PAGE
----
How to Build Windmill Fans

Learn to build a set of replacement fan blades for vintage wooden windmills with these tips

| June 2010

A  year or so back, Lowell Devries from Historic Prairie Village museum near Madison, S.D., asked if I would build a set of fans for a Baker Monitor Vaneless Model L windmill there.

I told him that as soon as we had another three-day blizzard, I would make him a set. Well, around Christmas 2009, we had one. By then I had two sets to make: One for Prairie Village, and the other for a Pipe Raymond that we had gathered up for our museum.

Bill Lee, curator at the Ag Heritage Museum on the South Dakota State University campus in Brookings, came up with an extra set of Pipe Raymond fans (with hardware) that he donated to me. Generally, fan hardware is lost, buried in the dirt where the mill fell or was dumped. Scrap dealers pick up the large pieces, but small pieces are lost under the grass. Dan Benjamin, Freeman, S.D., deals in old mills. He had parts I needed for the Pipe Raymond, and I had some parts he needed, so we both came out ahead with no money involved.

The right saw blade

Building fans is not a complex process, nor are specialized tools needed. The most important item to have is a 3/4-inch-wide blade (with three to four teeth per inch) for your band saw. When re-sawing, a wide blade keeps the cut going straight as it runs into the wood’s grain (photo 1). This cut is not smooth, but no one will be able to tell that, looking up 30 feet or so. The idea is to get five blades from a blank (more on this later), ending up with just a shaving left over.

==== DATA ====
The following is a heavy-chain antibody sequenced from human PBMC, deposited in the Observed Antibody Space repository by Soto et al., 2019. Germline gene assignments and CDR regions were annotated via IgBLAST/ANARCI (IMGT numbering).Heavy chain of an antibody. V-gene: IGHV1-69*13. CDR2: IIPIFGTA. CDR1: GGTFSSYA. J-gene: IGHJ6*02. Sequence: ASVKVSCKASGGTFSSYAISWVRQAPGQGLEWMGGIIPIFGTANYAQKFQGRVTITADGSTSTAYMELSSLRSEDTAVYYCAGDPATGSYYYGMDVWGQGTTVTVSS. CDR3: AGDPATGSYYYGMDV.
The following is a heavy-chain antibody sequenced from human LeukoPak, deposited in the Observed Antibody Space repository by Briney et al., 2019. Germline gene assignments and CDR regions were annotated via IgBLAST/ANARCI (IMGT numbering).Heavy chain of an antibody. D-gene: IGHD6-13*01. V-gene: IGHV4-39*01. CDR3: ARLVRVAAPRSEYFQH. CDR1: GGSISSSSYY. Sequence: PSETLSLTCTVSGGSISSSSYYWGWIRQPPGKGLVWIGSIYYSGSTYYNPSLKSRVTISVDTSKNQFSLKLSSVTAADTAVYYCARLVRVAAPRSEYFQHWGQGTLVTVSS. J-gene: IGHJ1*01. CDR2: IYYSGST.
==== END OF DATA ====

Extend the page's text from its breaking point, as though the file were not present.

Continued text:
Blades can be made from almost any wood. Years ago, cedar, cypress and redwood were commonly used, but some manufacturers used fir to save money. Most builders dipped fan sections in white lead-based paint a time or two to preserve them. When you find an original fan section, the paint is often thick where it puddled after being dipped.

Creating a guide

Blanks are made by cutting a 2-by-6 on a diagonal (photo 2): Make the narrow end 1-1/2 inches wide and that ensures a width of about 4 inches on the wide end. If you cut the first pair carefully, you’ll have blanks to use as guides for the rest. Nailing a cleat on the pattern blank will keep everything in line as you saw each 2-by-6.

The saw blade for the circular saw cutting slots has a kerf of just under 1/4 inch (photo 3). Getting blades the right width is a cut-and-try operation. Use scrap through the band saw and adjust the fence until the blade section will go snugly into the slot. If it’s too tight, you’ll break off wood between blade slots.

6/6/2011 8:15:10 AM

Hi Charly O, You can find the referenced pictures in the photo gallery by clicking on the "Photo Gallery" link under "Article Tools" or by going to

Charly O
6/5/2011 7:29:25 PM

I am interested in learning moved about building these fan blades. In reading the article at the referenced pictures were not shown. Is it possible to get a link to the pictures? If so thanks!